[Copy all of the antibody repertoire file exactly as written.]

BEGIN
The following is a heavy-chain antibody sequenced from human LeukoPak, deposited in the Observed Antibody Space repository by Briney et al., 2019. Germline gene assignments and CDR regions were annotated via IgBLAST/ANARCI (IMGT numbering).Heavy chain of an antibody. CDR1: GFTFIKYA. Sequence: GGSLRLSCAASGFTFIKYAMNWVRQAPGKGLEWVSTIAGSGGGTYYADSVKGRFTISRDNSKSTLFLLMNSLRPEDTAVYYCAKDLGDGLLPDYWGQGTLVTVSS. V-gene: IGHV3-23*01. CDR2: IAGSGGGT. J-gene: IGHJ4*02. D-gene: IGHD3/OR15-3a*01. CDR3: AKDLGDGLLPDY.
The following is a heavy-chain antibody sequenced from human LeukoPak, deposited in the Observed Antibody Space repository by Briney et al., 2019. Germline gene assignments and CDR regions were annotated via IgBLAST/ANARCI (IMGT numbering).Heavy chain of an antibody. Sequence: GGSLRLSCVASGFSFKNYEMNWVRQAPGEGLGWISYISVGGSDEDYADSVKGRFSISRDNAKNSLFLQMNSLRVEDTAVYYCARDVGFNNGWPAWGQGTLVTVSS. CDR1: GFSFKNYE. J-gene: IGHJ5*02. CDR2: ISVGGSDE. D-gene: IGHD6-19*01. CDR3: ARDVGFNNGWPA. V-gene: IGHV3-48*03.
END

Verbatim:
The following is a heavy-chain antibody sequenced from human LeukoPak, deposited in the Observed Antibody Space repository by Briney et al., 2019. Germline gene assignments and CDR regions were annotated via IgBLAST/ANARCI (IMGT numbering).Heavy chain of an antibody. CDR1: GFTFIKYA. Sequence: GGSLRLSCAASGFTFIKYAMNWVRQAPGKGLEWVSTIAGSGGGTYYADSVKGRFTISRDNSKSTLFLLMNSLRPEDTAVYYCAKDLGDGLLPDYWGQGTLVTVSS. V-gene: IGHV3-23*01. CDR2: IAGSGGGT. J-gene: IGHJ4*02. D-gene: IGHD3/OR15-3a*01. CDR3: AKDLGDGLLPDY.
The following is a heavy-chain antibody sequenced from human LeukoPak, deposited in the Observed Antibody Space repository by Briney et al., 2019. Germline gene assignments and CDR regions were annotated via IgBLAST/ANARCI (IMGT numbering).Heavy chain of an antibody. Sequence: GGSLRLSCVASGFSFKNYEMNWVRQAPGEGLGWISYISVGGSDEDYADSVKGRFSISRDNAKNSLFLQMNSLRVEDTAVYYCARDVGFNNGWPAWGQGTLVTVSS. CDR1: GFSFKNYE. J-gene: IGHJ5*02. CDR2: ISVGGSDE. D-gene: IGHD6-19*01. CDR3: ARDVGFNNGWPA. V-gene: IGHV3-48*03.